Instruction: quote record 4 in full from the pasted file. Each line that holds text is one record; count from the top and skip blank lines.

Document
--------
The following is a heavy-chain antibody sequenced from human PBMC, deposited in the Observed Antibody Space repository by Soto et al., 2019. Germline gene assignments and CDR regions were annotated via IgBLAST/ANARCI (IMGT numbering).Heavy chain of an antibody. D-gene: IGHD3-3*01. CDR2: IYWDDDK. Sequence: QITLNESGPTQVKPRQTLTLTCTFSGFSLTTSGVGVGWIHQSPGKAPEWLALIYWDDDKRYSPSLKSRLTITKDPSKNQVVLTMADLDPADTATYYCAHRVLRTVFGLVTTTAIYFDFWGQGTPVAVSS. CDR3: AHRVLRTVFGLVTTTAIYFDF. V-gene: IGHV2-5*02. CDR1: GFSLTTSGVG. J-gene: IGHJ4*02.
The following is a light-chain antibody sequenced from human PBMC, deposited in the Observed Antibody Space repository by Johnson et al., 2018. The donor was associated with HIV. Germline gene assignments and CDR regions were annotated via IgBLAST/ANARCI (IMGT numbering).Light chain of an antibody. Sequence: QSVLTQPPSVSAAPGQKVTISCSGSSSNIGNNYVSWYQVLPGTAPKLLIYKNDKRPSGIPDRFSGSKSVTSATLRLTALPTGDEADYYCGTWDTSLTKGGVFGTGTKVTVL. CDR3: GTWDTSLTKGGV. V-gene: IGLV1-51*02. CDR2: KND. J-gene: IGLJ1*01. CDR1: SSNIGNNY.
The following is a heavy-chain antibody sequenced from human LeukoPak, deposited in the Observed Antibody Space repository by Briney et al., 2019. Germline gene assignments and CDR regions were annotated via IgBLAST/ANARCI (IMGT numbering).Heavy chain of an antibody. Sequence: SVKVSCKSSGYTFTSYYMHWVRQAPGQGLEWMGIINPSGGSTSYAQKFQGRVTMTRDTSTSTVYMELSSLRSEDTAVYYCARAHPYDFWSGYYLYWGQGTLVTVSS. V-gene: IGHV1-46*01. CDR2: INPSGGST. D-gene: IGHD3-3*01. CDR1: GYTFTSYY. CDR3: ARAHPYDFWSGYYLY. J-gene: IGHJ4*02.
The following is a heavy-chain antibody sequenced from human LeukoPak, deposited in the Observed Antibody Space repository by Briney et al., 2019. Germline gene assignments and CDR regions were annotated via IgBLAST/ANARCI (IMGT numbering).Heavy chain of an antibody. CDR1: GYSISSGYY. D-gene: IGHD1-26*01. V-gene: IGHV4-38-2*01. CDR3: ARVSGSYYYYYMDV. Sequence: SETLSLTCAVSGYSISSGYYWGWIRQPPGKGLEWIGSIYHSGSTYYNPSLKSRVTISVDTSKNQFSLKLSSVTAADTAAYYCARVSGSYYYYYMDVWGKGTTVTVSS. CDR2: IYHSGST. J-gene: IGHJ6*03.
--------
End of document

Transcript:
The following is a heavy-chain antibody sequenced from human LeukoPak, deposited in the Observed Antibody Space repository by Briney et al., 2019. Germline gene assignments and CDR regions were annotated via IgBLAST/ANARCI (IMGT numbering).Heavy chain of an antibody. CDR1: GYSISSGYY. D-gene: IGHD1-26*01. V-gene: IGHV4-38-2*01. CDR3: ARVSGSYYYYYMDV. Sequence: SETLSLTCAVSGYSISSGYYWGWIRQPPGKGLEWIGSIYHSGSTYYNPSLKSRVTISVDTSKNQFSLKLSSVTAADTAAYYCARVSGSYYYYYMDVWGKGTTVTVSS. CDR2: IYHSGST. J-gene: IGHJ6*03.